The X-Rite ColorMunki Smile Color Calibration Solution is a simple calibration tool to help ensure your laptop or desktop monitors are consistent and displaying proper color values. This calibration solution can be used with just one LCD or LED monitor or on several to maintain accuracy from monitor to monitor. Once the colorimeter has been placed over the desired monitor, operation and calibration is handled through an intuitive wizard-driven software program that utilizes the same color engine technology found in professional-level X-Rite color calibration solutions. Once calibrated, a before and after image can instantly show you comparative results.

A calibration reminder will also automatically notify you as to when it is time to re-calibrate displays, helping you to consistently maintain color accuracy across all of your monitors.

  • Helps to ascertain proper color accuracy and consistency on one or several monitors.
  • Straight-forward, simple software requires no color science knowledge.
  • Automatic reminders notify you when it is time to re-calibrate your monitors.
  • Simple online help videos provide troubleshooting assistance and eliminate the need to refer to other manual.


Experience the highest levels of creative DI with SCRATCH®. Feel the speed of real-time for ultimate productivity.

THE NEW UPDATE 8.3 features :

Full resolution support for RED, ARRI, Sony, Canon, Panasonic, DLSR and all other popular camera and media formats

Real-time full resolution, native playback of all popular camera formats

  • Fully ACES compliant
  • Oculus Rift VR360 file format including Cylindrical, Equi-rectangular, and Cube formats, for output to a secondary monitor, or an Oculus Rift DKI or DKII
  • REDCODE RAW.r3d including monochrome footage. Support for multiple RED Rocket cards with DRX control
  • RED Dragon
  • ARRIRAW including new ASSIMILATE customARRI fast Debayer – built for significant speed while still preserving color accuracy
  • Sony F5/F55/F65 including 6K and 8K
  • SONY Mpeg-2 .mp4, .mov and XAVC HD/4K .mxf
  • Phantom
  • SI2K
  • Panasonic RAW, P2/MXF and AVCHD
  • Canon C500, C300, Magic Lantern (.raw and .mlv), 5D, 7D5D, 7D
  • Blackmagic Design Cinema DNG, BMDPocket camera
  • Vanguard Video H.264 encoding (Mac and Windows)
  • Aaton Penelope
  • Ikonoscop
  • GoPro
  • QuickTime
  • DPX
  • Over 50 additional formats

    Powerful finishing tools

  • Shot Versioning: SCRATCH CONstruct manage multiple versions of the same 2D or 3D shots within the same timeline for easy comparison
  • Vector paint
  • Subtitling support
  • Apply OFX plug-ins to create a wide range of visual effects
  • Direct Output: Real-time tools for frame-rate conversion, image-resolution scaling and frame-accuracy to monitors, projectors and tape decks using both DVI and SDI interfaces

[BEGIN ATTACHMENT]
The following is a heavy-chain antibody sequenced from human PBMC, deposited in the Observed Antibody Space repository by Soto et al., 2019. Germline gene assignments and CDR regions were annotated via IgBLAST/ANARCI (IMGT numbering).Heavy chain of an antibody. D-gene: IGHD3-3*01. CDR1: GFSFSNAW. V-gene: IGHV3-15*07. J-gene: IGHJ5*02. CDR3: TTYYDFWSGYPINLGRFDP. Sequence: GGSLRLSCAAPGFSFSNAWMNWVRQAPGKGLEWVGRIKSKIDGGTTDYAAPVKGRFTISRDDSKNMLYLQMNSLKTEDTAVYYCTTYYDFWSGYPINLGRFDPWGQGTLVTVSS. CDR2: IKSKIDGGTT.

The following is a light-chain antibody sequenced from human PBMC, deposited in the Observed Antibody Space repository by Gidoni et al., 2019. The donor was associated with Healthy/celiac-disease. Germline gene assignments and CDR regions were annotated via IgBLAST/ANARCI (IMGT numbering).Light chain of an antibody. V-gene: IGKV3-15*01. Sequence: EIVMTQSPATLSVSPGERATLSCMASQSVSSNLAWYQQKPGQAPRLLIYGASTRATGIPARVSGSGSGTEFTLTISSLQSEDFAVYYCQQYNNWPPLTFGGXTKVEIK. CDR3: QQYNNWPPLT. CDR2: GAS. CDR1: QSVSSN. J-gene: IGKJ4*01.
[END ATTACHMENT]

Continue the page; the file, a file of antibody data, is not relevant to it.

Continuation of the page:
• Multiple Deliverables: Create alternate versions in different resolutions, image formats and framing, all from a single source
  • Fast, highly interactive color grading

  • An entirely new, flexible viewing model

  • High-speed conform and confidence checking

  • Mix-and-match RED.r3d files with ARRIRAW or Phantom (or any other media format recognized by SCRATCH), even Canon DSLR, within the same resolution-independent timeline
  • State of the art metadata and timecode support

  • Advanced audio sync

  • Stereo 3D workflow support

  • Live View™

    Flexibility and extensibility

    Future-proof your workflow with an advanced and scriptable XML back-end that allows you to:

  • Automate SCRATCH to maximize productivity
  • Access your job anywhere via HTML
  • Integrate SCRATCH via XML with other tools in your workflow such as Nuke, Shotgun, Avid or Final Cut Pro
  • Enhance SCRATCH with OFX plug-ins such as Sapphire, Beauty Box, Twixtor, and Neat Video
  • Built-in SQL database supports a full range of metadata

  • System Requirement
  • OSX 10.7 and up
  • Windows 7 and up
  • CPU

  • Min. preferred: Intel i7 Quadcore
  • GFX

  • Preferred: Quadro K500, K6000 / Firepro W8000, W9000
  • OSX: NVIDIA 4000, K5000, ATI Radeon 5770 / 5870, FirePro D500 / D700
  • RAM

  • Min 8Gb, Preferred 12Gb
  • SDI

  • AJA Kona, T-Tap, Io
  • Bluefish444 Epoch
  • BlackMagic DeckLink, UltraStudio
  • NVIDIA Quadro 6000SDI on Windows


Which is the best cable for your video monitor?

There is four major standards:

  • HD-SDI and its 3G-SDI avatar
  • HDMI
  • DVI-D and DVI-I
  • Displayport

Here are a few monitors and projectors with their connectors:

  • Dell Ultrasharp – DVI-D, Displayport, HDMI
  • Apple Thunderbolt Display – Thunderbolt (aka mini-Displayport)
  • Eizo ColorEdge – DVI-D, Displayport, HDMI
  • Dolby Professional Reference Monitor – Dual 3G-SDI
  • Barco LCD – DVI-D, Displayport, HDMI, Dual HD-SDI